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An Arresting Collection – Glass Plates

Written by George Dill-Jones, VPM Curatorial Volunteer

The Vancouver Police Museum has recently completed a 3-year digitization and rehousing project. Over 400 glass plate negatives are now scanned, stored in archival quality materials, and available for research!

VPM Archival photo N01958

VPM Archival photo N01958

If you’re interested, we’d like to tell you a bit about what them:

History of Glass Plate Negatives

Glass plate negatives, the precursor to plastic film rolls, were the primary medium on which photographic images were captured from the 1850’s until the 1920’s.

Although photographic processes were first developed in the early nineteenth century, it was not until the 1850’s when Frederick Scott Archer developed the first wet plate glass negative that a widespread interest in photography was established.

In use from 1851 until the 1880’s, wet glass plate negatives were produced by coating a plate with collodion, a solution made of cellulose nitrate and ether. The glass plate was then put into a bath of silver nitrate in order to transform the collodion into more photosensitive silver iodide. At this stage, the photographer had about five minutes to expose the plate in a camera before the solution dried. Finally, the wet plate was developed in a dark room and coated with a varnish for protection. In the 1870’s, the wet plate method was abandoned in favour of the more convenient dry plate method.

First developed in 1871 by Richard Leach Maddox, the dry plate method involved the application of a light-sensitive gelatin emulsion to the plates. The plates were then allowed to dry and could be used for up to several months, unlike the wet plates that had to be used immediately. The glass plates in our collection are of the gelatin dry variety. Dry plates were used extensively up until the 1920’s, when the more convenient celluloid roll film became widespread.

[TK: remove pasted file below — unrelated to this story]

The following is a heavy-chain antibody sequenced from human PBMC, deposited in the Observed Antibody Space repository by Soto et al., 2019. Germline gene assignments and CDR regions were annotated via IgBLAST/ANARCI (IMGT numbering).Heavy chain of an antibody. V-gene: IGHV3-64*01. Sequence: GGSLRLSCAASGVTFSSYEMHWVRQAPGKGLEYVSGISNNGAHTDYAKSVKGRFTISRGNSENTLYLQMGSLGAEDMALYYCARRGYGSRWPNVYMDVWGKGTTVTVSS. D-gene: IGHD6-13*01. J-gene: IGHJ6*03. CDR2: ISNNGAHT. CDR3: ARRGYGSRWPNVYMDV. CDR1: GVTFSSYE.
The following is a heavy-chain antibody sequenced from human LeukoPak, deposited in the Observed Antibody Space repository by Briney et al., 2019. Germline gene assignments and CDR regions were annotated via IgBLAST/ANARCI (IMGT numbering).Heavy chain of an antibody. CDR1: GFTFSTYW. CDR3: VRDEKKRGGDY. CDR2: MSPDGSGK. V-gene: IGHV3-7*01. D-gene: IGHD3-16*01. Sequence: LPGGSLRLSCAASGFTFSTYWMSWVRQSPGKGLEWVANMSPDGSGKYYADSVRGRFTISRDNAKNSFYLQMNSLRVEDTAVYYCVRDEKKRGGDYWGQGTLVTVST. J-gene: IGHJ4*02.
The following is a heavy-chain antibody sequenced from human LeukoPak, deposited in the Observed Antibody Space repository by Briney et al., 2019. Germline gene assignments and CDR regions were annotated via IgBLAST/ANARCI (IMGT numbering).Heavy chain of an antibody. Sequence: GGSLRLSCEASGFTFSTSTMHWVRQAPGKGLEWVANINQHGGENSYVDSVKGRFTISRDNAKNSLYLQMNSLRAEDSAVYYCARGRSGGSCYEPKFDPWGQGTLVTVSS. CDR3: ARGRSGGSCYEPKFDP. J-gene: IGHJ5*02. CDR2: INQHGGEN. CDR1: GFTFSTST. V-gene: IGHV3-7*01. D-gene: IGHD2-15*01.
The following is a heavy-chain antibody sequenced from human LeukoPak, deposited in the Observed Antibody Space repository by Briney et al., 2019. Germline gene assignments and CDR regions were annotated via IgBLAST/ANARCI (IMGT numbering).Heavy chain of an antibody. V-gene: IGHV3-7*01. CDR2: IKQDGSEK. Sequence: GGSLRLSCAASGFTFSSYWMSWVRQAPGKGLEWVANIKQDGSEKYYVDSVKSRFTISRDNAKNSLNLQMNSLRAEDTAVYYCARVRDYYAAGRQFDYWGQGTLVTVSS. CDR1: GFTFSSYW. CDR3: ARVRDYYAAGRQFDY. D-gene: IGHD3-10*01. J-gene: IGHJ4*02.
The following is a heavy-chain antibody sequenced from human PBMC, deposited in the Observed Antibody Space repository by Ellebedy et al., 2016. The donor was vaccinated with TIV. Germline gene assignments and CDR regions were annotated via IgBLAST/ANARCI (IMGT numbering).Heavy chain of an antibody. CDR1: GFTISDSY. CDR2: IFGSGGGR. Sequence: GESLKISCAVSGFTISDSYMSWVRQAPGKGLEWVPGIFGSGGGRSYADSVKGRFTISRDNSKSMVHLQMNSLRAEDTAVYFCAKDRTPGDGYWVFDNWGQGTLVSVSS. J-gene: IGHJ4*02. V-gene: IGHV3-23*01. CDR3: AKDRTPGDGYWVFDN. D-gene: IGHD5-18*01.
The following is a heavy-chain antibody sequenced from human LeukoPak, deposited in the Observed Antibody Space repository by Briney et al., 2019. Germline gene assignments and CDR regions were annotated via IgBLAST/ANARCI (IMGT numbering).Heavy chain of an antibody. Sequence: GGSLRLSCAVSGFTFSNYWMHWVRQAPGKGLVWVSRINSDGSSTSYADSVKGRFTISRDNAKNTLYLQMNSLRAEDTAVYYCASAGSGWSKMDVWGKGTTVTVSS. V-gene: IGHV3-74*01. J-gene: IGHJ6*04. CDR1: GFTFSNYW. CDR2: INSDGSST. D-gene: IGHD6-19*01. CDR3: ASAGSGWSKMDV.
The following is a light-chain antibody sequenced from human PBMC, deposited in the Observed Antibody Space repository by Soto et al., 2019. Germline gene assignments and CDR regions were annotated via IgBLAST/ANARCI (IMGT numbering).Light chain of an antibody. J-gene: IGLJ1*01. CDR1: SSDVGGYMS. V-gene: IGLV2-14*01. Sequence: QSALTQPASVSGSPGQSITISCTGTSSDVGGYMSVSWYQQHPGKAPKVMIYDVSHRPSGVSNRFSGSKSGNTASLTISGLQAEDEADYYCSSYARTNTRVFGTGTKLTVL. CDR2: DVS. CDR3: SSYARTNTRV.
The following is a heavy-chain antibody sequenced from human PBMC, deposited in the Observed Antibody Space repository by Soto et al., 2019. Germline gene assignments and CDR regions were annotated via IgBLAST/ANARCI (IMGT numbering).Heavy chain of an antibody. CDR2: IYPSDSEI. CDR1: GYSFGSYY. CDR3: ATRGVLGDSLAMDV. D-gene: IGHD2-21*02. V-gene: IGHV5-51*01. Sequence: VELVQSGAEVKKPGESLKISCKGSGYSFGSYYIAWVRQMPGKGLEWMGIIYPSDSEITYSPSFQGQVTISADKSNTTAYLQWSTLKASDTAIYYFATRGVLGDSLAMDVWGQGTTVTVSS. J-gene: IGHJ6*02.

Our Project

Original packaging


Original packaging










Most of the glass plate negatives in the museum’s collection consist of mug shots and personnel photos taken around 1910 to 1930. In order to preserve the negatives for the future and to facilitate easier access to the images, we felt that it was important to get high resolution digital scans. Not only does this make them easier to view and research, it also reduces the need to handle the originals, meaning that they can stay safe and well preserved in their archival materials.

The glass plates were removed from their original boxes and scanned and saved as both positive and negative images. Each glass plate was given a unique number and any information, including the condition of the plate (for example, was it broken, are scratches or fingerprints present), and anything written on it (such as the names of individuals) was noted and added to a database for future reference. Once the images were saved and the data recorded, the glass plates were each rehoused in individual paper sleeves and placed in archival boxes for storage.

Lots of padding and archival boxes will keep the plates safe for decades to come

Archival envelopes ensure that the plates are protected from acidic materials

Now What?

We’ve very happy to have completed this digitization project. It’s nice that we’ve made new items available for research and use, and that the originals are being housed in a way that will keep them around for much longer than they would have been in their original boxes. But in some ways the work has just begun!

Who are these people? What stories can these photos tell? For the mug shot photos, we cannot wait to find out why they were arrested! There is a lot of research ahead of us…

The use and publication of mugshot photos is tricky. Just because someone was arrested, does not necessarily mean that they did anything wrong. Innocent until proven guilty right? So names and any other identifiers for the mug shots will have to remain restricted unless we can find documentation that shows that the person was actually charged with an offence – in which case the information is in the public domain.

But before we dive back into our history books and archives, here’s a quick word from the museum’s curator:

“We hold these items in trust for the people of Vancouver, and it’s a real success to show that we’ve met the highest standards of care and accessibility for them. Thanks to the hard work by our collection volunteers – namely Anna Tidlund and George Dill-Jones – the story of Vancouver has become a bit more complete.”

There’s always lots going on here at the Museum, so make sure you stop by to see what’s new. And if this project sounds like the type of thing you might want to get involved with, don’t hesitate to check out our volunteer page!

Some of our Favourite Photos


VPM Archival Photo N01583


VPM Archival Photo N01535


VPM Archival Photo N01580


VPM Archival Photo N01700


VPM Archival Photo N01863


VPM Archival Photo N01921

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